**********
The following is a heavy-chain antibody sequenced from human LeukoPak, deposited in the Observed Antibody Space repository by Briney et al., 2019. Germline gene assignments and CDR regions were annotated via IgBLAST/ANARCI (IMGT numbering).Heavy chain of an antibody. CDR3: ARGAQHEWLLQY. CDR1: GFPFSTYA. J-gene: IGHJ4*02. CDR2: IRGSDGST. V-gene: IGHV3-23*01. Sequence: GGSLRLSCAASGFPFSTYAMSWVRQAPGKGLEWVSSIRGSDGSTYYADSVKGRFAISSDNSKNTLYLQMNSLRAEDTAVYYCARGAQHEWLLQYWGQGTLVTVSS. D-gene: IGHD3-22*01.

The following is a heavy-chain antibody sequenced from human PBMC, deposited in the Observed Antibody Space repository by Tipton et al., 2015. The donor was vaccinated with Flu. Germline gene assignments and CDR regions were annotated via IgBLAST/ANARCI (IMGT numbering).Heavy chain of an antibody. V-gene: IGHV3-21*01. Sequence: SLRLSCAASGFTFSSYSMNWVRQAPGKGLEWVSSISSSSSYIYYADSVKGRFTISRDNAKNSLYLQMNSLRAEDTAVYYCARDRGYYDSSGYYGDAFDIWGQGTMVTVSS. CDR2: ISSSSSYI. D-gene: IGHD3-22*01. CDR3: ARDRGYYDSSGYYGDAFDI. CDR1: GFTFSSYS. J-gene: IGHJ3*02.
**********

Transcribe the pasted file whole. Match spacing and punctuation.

The following is a heavy-chain antibody sequenced from human LeukoPak, deposited in the Observed Antibody Space repository by Briney et al., 2019. Germline gene assignments and CDR regions were annotated via IgBLAST/ANARCI (IMGT numbering).Heavy chain of an antibody. CDR3: ARGAQHEWLLQY. CDR1: GFPFSTYA. J-gene: IGHJ4*02. CDR2: IRGSDGST. V-gene: IGHV3-23*01. Sequence: GGSLRLSCAASGFPFSTYAMSWVRQAPGKGLEWVSSIRGSDGSTYYADSVKGRFAISSDNSKNTLYLQMNSLRAEDTAVYYCARGAQHEWLLQYWGQGTLVTVSS. D-gene: IGHD3-22*01.

The following is a heavy-chain antibody sequenced from human PBMC, deposited in the Observed Antibody Space repository by Tipton et al., 2015. The donor was vaccinated with Flu. Germline gene assignments and CDR regions were annotated via IgBLAST/ANARCI (IMGT numbering).Heavy chain of an antibody. V-gene: IGHV3-21*01. Sequence: SLRLSCAASGFTFSSYSMNWVRQAPGKGLEWVSSISSSSSYIYYADSVKGRFTISRDNAKNSLYLQMNSLRAEDTAVYYCARDRGYYDSSGYYGDAFDIWGQGTMVTVSS. CDR2: ISSSSSYI. D-gene: IGHD3-22*01. CDR3: ARDRGYYDSSGYYGDAFDI. CDR1: GFTFSSYS. J-gene: IGHJ3*02.